By Oregon Farm Bureau,
Central Oregon farmers and irrigation mired in the spotted frog issue twice had reason to celebrate in recent weeks.
On March 22, the Federal Judge Ann Aiken denied WaterWatch of Oregon and the Center for Biological Diversity’s preliminary motion to restrict irrigation flows in their Endangered Species Act (ESA) case regarding the spotted frog.
And on April 7, Judge Aiken denied the environmental groups’ request to delay issuing a formal opinion on her March 22 ruling. The parties have now been directed to schedule settlement discussions with Magistrate Judge Coffin.
“These are very important recognitions of the years of collaboration and hard work by irrigators, tribes, and other stakeholders in developing a holistic Habitat Conservation Plan for the basin,” said OFB Public Policy Counsel Mary Anne Nash. “We thank the many farmers who showed up in court in Eugene that day to support Central Oregon irrigators.”
The March 22 ruling means that water deliveries for farmers will occur as scheduled for the upcoming season. However, the underlying claims in the lawsuit are still pending.
A little background on the case: In 2014, the Oregon spotted frog was listed as “threatened” under the ESA. Last winter, WaterWatch and the Center for Biological Diversity sued the North Unit Irrigation District, Central Oregon Irrigation District, and Tumalo Irrigation District — along with the Bureau of Reclamation — alleging that the management of irrigation reservoirs in the upper Deschutes is harming the frog.
Earlier this spring, the groups asked the court to decrease water deliveries to irrigators in the basin and maintain increased flows while their lawsuit was ongoing.
This shutdown would have devastated local farmers and their irrigation districts, who had already been working with WaterWatch and other stakeholders to develop a multispecies approach to water management. The goal was to create a plan that benefits not only frogs and salmon, but also farmers.
Jefferson County Farm Bureau has worked hard on the spotted frog issue from the start, organizing tours of farms and irrigation districts for lawmakers, environmentalists, and the media; meeting with state and federal legislators; giving media interviews; and coordinating volunteers to write letters to the editor and comments for the lawsuit.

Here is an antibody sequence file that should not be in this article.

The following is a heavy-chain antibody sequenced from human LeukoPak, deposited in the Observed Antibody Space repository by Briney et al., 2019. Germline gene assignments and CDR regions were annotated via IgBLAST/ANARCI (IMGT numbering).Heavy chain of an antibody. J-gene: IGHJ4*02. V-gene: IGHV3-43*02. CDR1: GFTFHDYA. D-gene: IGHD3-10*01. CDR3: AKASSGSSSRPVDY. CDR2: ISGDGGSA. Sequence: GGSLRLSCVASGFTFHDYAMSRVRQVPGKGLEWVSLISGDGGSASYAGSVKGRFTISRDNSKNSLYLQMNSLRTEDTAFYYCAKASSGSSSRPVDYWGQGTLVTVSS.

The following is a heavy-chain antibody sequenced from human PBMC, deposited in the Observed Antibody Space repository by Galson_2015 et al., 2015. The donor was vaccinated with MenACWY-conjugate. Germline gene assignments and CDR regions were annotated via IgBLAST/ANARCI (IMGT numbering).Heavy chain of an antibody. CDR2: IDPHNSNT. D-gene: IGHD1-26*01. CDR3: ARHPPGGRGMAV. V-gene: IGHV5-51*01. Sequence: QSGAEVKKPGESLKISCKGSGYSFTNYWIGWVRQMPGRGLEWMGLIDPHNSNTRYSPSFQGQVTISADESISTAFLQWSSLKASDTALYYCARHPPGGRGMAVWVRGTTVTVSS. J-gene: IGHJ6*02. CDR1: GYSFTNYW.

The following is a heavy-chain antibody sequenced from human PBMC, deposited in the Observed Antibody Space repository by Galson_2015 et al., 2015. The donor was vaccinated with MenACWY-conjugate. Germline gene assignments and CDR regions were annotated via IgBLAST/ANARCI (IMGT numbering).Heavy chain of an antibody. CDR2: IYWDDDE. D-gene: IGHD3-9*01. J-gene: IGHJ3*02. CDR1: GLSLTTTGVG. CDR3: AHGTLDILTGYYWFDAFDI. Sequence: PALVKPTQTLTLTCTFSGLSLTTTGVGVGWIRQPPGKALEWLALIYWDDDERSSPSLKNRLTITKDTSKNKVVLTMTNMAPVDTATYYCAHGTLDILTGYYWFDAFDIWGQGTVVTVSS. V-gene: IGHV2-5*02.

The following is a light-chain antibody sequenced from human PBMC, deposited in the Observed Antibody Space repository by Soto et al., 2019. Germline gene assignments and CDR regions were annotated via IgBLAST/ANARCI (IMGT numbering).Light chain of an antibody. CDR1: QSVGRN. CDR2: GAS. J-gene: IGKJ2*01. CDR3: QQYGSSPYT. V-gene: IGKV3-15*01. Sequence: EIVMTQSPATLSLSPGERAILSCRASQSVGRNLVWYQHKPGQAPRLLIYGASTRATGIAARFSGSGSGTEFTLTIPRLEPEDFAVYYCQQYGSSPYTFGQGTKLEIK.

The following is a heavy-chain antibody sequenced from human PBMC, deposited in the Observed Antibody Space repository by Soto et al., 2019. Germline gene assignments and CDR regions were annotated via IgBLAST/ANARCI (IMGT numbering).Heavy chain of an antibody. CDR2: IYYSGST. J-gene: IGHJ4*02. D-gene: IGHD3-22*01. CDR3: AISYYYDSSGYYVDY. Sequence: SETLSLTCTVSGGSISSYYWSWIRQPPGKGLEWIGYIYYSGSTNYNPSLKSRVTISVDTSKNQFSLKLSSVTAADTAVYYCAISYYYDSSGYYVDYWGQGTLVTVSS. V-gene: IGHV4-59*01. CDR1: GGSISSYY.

Jefferson County Farm Bureau’s Kevin Richards was one member who submitted comments on the case. “Irrigation districts throughout Central Oregon have been working tirelessly for over a decade to bring diverse stakeholders together and find a collaborative solution that improves the ecology of the Deschutes Basin while preserving the social and economic value of water to family farms and our communities,” he wrote.
“The most significant of these efforts is the comprehensive, science-based Deschutes Basin Habitat Conservation Plan aimed at identifying and implementing water conservation and habitat restoration projects that would help protect the Oregon spotted frog and fish species. The lawsuits are stalling this effort, diverting resources away from meaningful progress and disrupting the trust necessary to pursue a consensus-based solution,” wrote Richards.
Thankfully for irrigators, the federal court agreed that a drastic alteration in water flow management is not appropriate for this irrigation season.
“I hope that these environmental groups realize the eyes of Oregon’s agricultural community are on them right now,” said Nash. “How they approach this case will impact whether many producers around the state continue to believe in collaborative approaches to conservation — or whether farmers become concerned that environmental groups would only use that information against them in litigation down the road.”
For more background on the issue, check out OFB’s spotted frog page at http://oregonfb.org/spotted-frog/.
Story by Oregon Farm Bureau
Disclaimer: Articles featured on Oregon Report are the creation, responsibility and opinion of the authoring individual or organization which is featured at the top of every article.